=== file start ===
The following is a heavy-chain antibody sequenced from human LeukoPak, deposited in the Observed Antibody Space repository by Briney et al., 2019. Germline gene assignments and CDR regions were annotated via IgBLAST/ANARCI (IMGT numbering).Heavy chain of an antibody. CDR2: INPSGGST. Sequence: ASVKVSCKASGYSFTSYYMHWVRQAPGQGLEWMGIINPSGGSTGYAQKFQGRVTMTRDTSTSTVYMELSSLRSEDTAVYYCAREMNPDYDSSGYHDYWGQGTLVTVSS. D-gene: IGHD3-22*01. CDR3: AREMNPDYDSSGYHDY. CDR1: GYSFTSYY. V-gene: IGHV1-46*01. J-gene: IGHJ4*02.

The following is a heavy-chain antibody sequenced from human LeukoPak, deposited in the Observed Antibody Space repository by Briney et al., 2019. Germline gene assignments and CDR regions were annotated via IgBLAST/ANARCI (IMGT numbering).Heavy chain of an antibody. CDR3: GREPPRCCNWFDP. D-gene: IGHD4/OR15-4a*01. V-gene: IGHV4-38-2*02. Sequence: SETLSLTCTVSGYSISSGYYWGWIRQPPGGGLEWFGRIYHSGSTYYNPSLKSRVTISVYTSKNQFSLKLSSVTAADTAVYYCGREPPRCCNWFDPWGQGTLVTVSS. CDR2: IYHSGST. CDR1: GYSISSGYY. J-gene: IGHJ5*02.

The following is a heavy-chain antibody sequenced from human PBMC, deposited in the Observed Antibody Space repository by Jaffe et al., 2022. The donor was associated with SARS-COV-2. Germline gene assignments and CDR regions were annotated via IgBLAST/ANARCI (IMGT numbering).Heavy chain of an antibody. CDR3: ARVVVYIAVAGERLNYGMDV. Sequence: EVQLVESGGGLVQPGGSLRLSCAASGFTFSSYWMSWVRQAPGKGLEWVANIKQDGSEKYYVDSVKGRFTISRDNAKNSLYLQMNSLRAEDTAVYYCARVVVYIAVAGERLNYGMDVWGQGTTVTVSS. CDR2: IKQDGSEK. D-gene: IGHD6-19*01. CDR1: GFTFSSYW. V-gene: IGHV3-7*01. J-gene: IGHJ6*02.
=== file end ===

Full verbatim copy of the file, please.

The following is a heavy-chain antibody sequenced from human LeukoPak, deposited in the Observed Antibody Space repository by Briney et al., 2019. Germline gene assignments and CDR regions were annotated via IgBLAST/ANARCI (IMGT numbering).Heavy chain of an antibody. CDR2: INPSGGST. Sequence: ASVKVSCKASGYSFTSYYMHWVRQAPGQGLEWMGIINPSGGSTGYAQKFQGRVTMTRDTSTSTVYMELSSLRSEDTAVYYCAREMNPDYDSSGYHDYWGQGTLVTVSS. D-gene: IGHD3-22*01. CDR3: AREMNPDYDSSGYHDY. CDR1: GYSFTSYY. V-gene: IGHV1-46*01. J-gene: IGHJ4*02.

The following is a heavy-chain antibody sequenced from human LeukoPak, deposited in the Observed Antibody Space repository by Briney et al., 2019. Germline gene assignments and CDR regions were annotated via IgBLAST/ANARCI (IMGT numbering).Heavy chain of an antibody. CDR3: GREPPRCCNWFDP. D-gene: IGHD4/OR15-4a*01. V-gene: IGHV4-38-2*02. Sequence: SETLSLTCTVSGYSISSGYYWGWIRQPPGGGLEWFGRIYHSGSTYYNPSLKSRVTISVYTSKNQFSLKLSSVTAADTAVYYCGREPPRCCNWFDPWGQGTLVTVSS. CDR2: IYHSGST. CDR1: GYSISSGYY. J-gene: IGHJ5*02.

The following is a heavy-chain antibody sequenced from human PBMC, deposited in the Observed Antibody Space repository by Jaffe et al., 2022. The donor was associated with SARS-COV-2. Germline gene assignments and CDR regions were annotated via IgBLAST/ANARCI (IMGT numbering).Heavy chain of an antibody. CDR3: ARVVVYIAVAGERLNYGMDV. Sequence: EVQLVESGGGLVQPGGSLRLSCAASGFTFSSYWMSWVRQAPGKGLEWVANIKQDGSEKYYVDSVKGRFTISRDNAKNSLYLQMNSLRAEDTAVYYCARVVVYIAVAGERLNYGMDVWGQGTTVTVSS. CDR2: IKQDGSEK. D-gene: IGHD6-19*01. CDR1: GFTFSSYW. V-gene: IGHV3-7*01. J-gene: IGHJ6*02.